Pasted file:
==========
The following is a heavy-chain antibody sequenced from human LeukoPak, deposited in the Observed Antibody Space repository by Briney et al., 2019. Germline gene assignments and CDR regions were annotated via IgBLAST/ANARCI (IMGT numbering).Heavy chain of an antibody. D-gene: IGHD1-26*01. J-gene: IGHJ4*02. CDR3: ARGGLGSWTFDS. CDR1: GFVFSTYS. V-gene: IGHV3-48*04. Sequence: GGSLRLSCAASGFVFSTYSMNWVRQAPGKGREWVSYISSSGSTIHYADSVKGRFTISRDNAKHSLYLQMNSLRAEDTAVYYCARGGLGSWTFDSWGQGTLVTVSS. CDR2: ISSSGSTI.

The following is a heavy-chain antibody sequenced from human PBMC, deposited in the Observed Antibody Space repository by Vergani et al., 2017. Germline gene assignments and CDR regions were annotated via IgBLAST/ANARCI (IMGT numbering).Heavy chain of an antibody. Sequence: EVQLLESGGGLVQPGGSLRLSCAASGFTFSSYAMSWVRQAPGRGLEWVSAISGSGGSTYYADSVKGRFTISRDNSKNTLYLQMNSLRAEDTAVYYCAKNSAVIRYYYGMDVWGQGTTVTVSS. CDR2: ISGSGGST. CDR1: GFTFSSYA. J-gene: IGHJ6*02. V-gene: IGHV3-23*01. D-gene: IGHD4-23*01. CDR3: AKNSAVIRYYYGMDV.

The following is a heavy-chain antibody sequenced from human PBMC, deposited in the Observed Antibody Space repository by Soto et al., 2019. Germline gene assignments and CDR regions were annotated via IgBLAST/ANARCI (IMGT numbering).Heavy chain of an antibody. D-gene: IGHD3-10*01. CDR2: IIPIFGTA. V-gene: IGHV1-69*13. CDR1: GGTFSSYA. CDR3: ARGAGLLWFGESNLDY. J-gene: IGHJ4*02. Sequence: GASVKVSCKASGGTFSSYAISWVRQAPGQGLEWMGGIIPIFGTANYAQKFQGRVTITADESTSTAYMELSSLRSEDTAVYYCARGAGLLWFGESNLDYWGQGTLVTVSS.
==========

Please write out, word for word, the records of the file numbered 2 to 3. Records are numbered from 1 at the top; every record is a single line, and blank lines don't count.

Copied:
The following is a heavy-chain antibody sequenced from human PBMC, deposited in the Observed Antibody Space repository by Vergani et al., 2017. Germline gene assignments and CDR regions were annotated via IgBLAST/ANARCI (IMGT numbering).Heavy chain of an antibody. Sequence: EVQLLESGGGLVQPGGSLRLSCAASGFTFSSYAMSWVRQAPGRGLEWVSAISGSGGSTYYADSVKGRFTISRDNSKNTLYLQMNSLRAEDTAVYYCAKNSAVIRYYYGMDVWGQGTTVTVSS. CDR2: ISGSGGST. CDR1: GFTFSSYA. J-gene: IGHJ6*02. V-gene: IGHV3-23*01. D-gene: IGHD4-23*01. CDR3: AKNSAVIRYYYGMDV.

The following is a heavy-chain antibody sequenced from human PBMC, deposited in the Observed Antibody Space repository by Soto et al., 2019. Germline gene assignments and CDR regions were annotated via IgBLAST/ANARCI (IMGT numbering).Heavy chain of an antibody. D-gene: IGHD3-10*01. CDR2: IIPIFGTA. V-gene: IGHV1-69*13. CDR1: GGTFSSYA. CDR3: ARGAGLLWFGESNLDY. J-gene: IGHJ4*02. Sequence: GASVKVSCKASGGTFSSYAISWVRQAPGQGLEWMGGIIPIFGTANYAQKFQGRVTITADESTSTAYMELSSLRSEDTAVYYCARGAGLLWFGESNLDYWGQGTLVTVSS.